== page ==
Monday smile – Bread & circuses

baguettesHello again dear readers! It’s nice to be back. I expect many of you, in Europe particularly, may be easing back into work after summer holidays.

Today I have a little ‘media circus’ for you,¹ all about the famous and delicious French bread.

About two weeks ago, the English-speaking press was flooded with articles about a “baguette crisis” (The Telegraph) – also reported as “Paris fearing the unthinkable: A baguette shortage” (Washington Post).

According to these articles, this was the result of a 1790 law² having been repealed, that had previously required bakers to notify the authorities of their holidays, in order to ensure that bread was always available. At the time of the Revolution, this was aimed at famine prevention.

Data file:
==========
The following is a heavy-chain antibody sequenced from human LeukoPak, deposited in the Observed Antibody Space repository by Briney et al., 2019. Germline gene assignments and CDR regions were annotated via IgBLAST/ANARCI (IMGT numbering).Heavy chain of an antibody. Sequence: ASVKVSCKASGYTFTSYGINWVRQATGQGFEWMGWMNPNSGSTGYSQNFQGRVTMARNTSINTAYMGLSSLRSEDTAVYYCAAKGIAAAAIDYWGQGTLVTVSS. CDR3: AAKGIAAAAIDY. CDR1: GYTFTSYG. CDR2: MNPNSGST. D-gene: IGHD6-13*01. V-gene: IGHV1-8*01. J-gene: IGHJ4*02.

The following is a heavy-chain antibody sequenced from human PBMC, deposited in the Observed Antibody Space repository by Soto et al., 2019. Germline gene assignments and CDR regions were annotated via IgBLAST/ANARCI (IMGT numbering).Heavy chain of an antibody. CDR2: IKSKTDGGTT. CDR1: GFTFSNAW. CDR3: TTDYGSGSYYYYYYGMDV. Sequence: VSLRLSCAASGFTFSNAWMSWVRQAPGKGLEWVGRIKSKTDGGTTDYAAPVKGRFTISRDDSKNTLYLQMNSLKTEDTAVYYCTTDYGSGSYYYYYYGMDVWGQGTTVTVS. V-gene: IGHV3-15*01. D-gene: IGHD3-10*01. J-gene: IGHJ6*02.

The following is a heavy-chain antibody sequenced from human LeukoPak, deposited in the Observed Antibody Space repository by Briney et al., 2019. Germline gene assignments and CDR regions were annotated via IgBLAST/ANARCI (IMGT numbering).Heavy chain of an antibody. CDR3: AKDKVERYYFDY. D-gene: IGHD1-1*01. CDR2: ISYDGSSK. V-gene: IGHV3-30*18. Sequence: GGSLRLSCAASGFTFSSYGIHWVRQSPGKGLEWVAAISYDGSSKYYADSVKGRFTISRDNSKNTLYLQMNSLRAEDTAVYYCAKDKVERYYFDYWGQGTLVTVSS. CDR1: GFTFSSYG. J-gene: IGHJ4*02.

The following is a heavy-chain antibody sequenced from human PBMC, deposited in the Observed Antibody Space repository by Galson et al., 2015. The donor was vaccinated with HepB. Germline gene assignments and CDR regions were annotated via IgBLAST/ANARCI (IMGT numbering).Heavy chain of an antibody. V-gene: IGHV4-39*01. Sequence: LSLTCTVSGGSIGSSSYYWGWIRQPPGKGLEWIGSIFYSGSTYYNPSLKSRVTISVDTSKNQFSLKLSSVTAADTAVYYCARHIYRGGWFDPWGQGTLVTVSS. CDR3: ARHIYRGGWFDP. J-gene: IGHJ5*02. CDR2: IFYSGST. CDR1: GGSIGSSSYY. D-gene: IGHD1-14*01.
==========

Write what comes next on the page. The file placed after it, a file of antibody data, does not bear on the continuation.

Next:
However, the French press took issue with this interpretation by its “voisins britanniques“, for example Le Figaro, focusing rather on the lack of customers in August due to the traditional annual exodus from Paris, and an overall reduction in bread consumption, and stressing that bakers are responsible people that, in any case, can’t afford to lose custom.

The debate will no doubt continue!


¹ By the way, for non-native readers, and those not familiar with Latin, here is the Oxford Dictionaries’ definition of the idiom “bread and circuses”.

² There were also other, more recent, related laws.

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